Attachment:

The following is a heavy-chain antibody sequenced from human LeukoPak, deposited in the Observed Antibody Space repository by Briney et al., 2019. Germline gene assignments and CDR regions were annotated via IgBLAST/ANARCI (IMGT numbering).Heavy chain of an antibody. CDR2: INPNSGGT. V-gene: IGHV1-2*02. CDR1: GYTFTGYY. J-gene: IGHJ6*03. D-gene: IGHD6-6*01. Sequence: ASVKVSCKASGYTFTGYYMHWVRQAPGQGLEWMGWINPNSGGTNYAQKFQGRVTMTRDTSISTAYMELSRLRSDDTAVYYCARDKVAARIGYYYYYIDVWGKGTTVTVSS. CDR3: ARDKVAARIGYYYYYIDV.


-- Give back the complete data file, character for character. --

The following is a heavy-chain antibody sequenced from human LeukoPak, deposited in the Observed Antibody Space repository by Briney et al., 2019. Germline gene assignments and CDR regions were annotated via IgBLAST/ANARCI (IMGT numbering).Heavy chain of an antibody. CDR2: INPNSGGT. V-gene: IGHV1-2*02. CDR1: GYTFTGYY. J-gene: IGHJ6*03. D-gene: IGHD6-6*01. Sequence: ASVKVSCKASGYTFTGYYMHWVRQAPGQGLEWMGWINPNSGGTNYAQKFQGRVTMTRDTSISTAYMELSRLRSDDTAVYYCARDKVAARIGYYYYYIDVWGKGTTVTVSS. CDR3: ARDKVAARIGYYYYYIDV.